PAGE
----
Dual athletes represent Baker well

Story by The Baker Orange Editorial Board

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There isn’t any doubt that it takes a lot of time, hard work and dedication to play a sport in college, but there are 46 athletes at Baker University who do that and more.

The 46 athletes who are dual-athletes at Baker face the challenge of having a short offseason or not having an offseason to give their body time to rest during the school year.

It takes a lot of time, hard work and dedication to be a dual-sport athlete, but it also takes a lot of strength, both physically and mentally, to succeed in multiple sports and do well academically.

While dual-sport athletes deserve a lot of support and recognition for their athleticism, there are others at Baker who deserve credit for the success of the athletes.

It is not easy for coaches to be able to work out practice schedules for dual-sport athletes and have them prepared to play each game. The recruiting process for dual-sport athletes can be a very complicated one as well.

The negotiation between coaches about how much and when the dual-sport athlete will be able to practice each sport is crucial for the athlete to know.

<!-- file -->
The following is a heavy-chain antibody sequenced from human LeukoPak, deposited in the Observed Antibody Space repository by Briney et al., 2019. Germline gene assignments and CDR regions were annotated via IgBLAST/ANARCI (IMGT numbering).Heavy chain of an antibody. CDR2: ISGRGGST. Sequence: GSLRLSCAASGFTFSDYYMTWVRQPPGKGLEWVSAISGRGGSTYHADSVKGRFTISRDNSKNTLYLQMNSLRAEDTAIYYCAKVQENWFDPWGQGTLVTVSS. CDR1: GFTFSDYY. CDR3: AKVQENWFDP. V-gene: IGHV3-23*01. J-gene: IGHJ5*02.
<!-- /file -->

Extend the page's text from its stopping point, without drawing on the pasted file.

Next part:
The fact that Baker has 46 dual-sport athletes for a campus of less than 1,000 students is an incredible achievement by the coaches and their recruiting.

The 46 dual-sport athletes enrolled at Baker is 13 more than the 2010-2011 school year, which is a 28 percent increase. These athletes are a great example of the developing commitment Baker students have for the university’s athletics.

It is nice to see that Baker students are starting to appreciate all of the sports on campus. A large part of the reason more students are showing up to games could be because they realize the hard work being put in by all of their classmates.

What is even more impressive is that all of the fall sports teams at Baker are having success, and many of them have athletes who are very important to the team who are having to start practicing for winter and spring sports as well.

There are football players who have had to start practicing for basketball, wrestling, track and baseball and there have been volleyball and soccer players who are dealing with the same situation.

There are even some athletes who do not have an offseason throughout the school year. Twenty-four of the 46 dual-sport athletes run cross country in the fall, indoor track in the winter and outdoor track in the spring.

Whether it is the players going the extra mile, or their coaches assisting them by organizing special practice times, it is amazing the impact that the dual-athletes are having on Baker University’s campus.